Despite a slight upturn in form between the Monaco and British Grand Prix—sixth around the principality, fourth at Silverstone, and he was busy setting fastest laps in fifth position at Montreal before he spun on Lap 6—2012 has still not seen the results Ferrari expect from Felipe Massa.
A winner of 11 races, Massa has not been on the podium since the Italian Grand Prix in 2010, and this in a period during which his teammate won six races.
Many would point to Massa’s major accident in 2009—when a spring from Rubens Barrichello’s Brawn came loose and smashed through Massa’s helmet at more than 100 mph—as the turning point in the Brazilian’s ability to win races.
There is, of course, a great deal of merit to that theory. The incident was described as “life-threatening” at the time and Massa went from a race-winning, almost championship-winning driver in 2008 to a man whose very existence in Formula One is now being questioned.
This does ignore the fact that, when the car has been good, Massa’s still been capable of producing results. At his first race back after the accident, he qualified second, ahead of his two-time world champion teammate Fernando Alonso, and he was on course for a victory in the 2010 German Grand Prix before the infamous “team orders” scandal reared its head.
Has it really ever been any different for Massa? In each of his race-winning years prior to the incident, the Ferrari was arguably the class of the field, and Massa was still more likely to be found leading a race from the front than dragging his car up through the field or conquering treacherous conditions better than his competitors.
Since 2008, Ferrari have not once had the dominant package, and it may well be that Massa never possessed the abilities to transcend the capabilities of inferior technology.
Making the difference
There are very few that can, of course. In fact, whilst the phrase “out-performing the car” is one often bandied around in Formula One, it is not physically possible to make a car go faster than its performance limit. But there are those who can consistently lap at or near that limit, thereby maximizing the potential of their car and capitalizing on the mistakes of others.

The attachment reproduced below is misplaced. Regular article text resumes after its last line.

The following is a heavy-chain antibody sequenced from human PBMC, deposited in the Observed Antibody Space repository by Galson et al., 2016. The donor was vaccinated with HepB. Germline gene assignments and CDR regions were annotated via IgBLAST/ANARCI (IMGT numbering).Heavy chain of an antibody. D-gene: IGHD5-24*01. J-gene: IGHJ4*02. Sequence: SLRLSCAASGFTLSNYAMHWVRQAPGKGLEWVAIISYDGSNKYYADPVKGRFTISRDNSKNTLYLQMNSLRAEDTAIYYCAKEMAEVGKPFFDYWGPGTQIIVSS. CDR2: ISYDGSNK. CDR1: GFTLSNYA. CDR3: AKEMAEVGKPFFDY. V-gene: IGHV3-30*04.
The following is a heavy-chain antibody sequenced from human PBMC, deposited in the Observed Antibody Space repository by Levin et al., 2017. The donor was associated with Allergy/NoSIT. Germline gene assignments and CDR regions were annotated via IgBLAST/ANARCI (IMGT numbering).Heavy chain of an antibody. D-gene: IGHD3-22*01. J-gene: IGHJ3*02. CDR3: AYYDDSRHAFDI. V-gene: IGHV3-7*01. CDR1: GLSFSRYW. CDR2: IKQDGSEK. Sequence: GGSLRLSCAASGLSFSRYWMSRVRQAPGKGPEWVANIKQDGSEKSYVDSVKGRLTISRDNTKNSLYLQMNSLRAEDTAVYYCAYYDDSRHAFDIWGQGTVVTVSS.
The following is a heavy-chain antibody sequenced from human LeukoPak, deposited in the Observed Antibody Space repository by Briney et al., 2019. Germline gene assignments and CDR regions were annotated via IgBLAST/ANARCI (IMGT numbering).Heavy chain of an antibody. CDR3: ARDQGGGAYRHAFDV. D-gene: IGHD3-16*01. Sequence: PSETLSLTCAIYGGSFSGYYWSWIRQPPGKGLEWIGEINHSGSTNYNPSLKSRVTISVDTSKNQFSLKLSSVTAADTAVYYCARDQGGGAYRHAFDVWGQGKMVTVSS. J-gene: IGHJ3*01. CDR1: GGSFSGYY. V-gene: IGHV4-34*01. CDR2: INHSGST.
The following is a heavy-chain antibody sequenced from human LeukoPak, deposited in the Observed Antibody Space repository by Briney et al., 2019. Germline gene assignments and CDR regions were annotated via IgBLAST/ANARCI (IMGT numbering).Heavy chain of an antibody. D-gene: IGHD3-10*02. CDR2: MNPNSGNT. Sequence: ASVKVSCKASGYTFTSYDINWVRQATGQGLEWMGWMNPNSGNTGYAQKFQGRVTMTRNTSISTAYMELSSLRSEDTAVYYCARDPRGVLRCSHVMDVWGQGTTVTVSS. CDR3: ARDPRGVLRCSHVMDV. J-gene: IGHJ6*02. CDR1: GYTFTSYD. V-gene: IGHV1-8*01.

Massa’s first Ferrari teammate, Michael Schumacher, was one such driver, and the last of Schumacher’s victories, in the 2006 Chinese Grand Prix, underlined this point: the “Regenmeister” dragged uncompetitive Bridgestone intermediate tires to victory, making the most of Renault’s technical issues, whilst Massa toiled in the midfield before eventually retiring.
Unfortunately for Massa, his current teammate Alonso is another such driver.
That Massa’s current car, the F2012, hasn’t yielded him much success in the first half of the season wouldn’t have been much of a surprise to those predicting 2012 form based on preseason testing. The car was handling badly, overheating tires and turned up for the season opener in Australia around 1.5 seconds off the pace in qualifying.
What would have left the same sages gobsmacked, however, is that Alonso leads the championship by 40 points going into the summer break. As remarkable as Alonso’s achievements have been, it shows what results the F2012 is capable of achieving given the correct circumstances.
That Massa’s points tally is only 15 percent of Alonso’s paints the Brazilian in a very dim light.
And yet this was the man who bested Kimi Raikkonen as his Ferrari teammate in 2008 and beat him on many occasions during the “Flying Finn’s” world championship year of 2007. This leads us to the ultimate question that arises from this appraisal: Which available Formula One driver could do better in 2013?
Ferrari do not intend to build a bad car next year—no one ever does—and with the right technology Massa does know how to win. How many available candidates can say the same?
The obvious choice to drive the car quickly is Lewis Hamilton, and having still not signed a new contract with McLaren, he may well be available in 2013. But his tumultuous relationship with Alonso necessitates an entire article of its own, not to mention that a lifelong McLaren man like Hamilton might struggle within the very different, very Italian, confines of the Scuderia.
Robert Kubica would surely have been on top of Ferrari’s wish list—prodigiously quick and friends with Alonso to boot—but he’s had his own debilitating injury, with no guarantee of ever regaining the dexterity required for Formula One.
Which leaves us with unproven talents—Sergio Perez, Nico Hulkenberg or Paul Di Resta—or the nostalgic and nationalistic choices—Rubens Barrichello or Jarno Trulli.
No matter who Ferrari decide is best to partner Alonso for 2013, the popular opinion is that they’d be little more than a seat-warmer anyway, with Sebastien Vettel having some kind of (intriguingly vague) pre-contract for 2014.
Ferrari may well decide that, for the short term at least, it’s better the devil you know.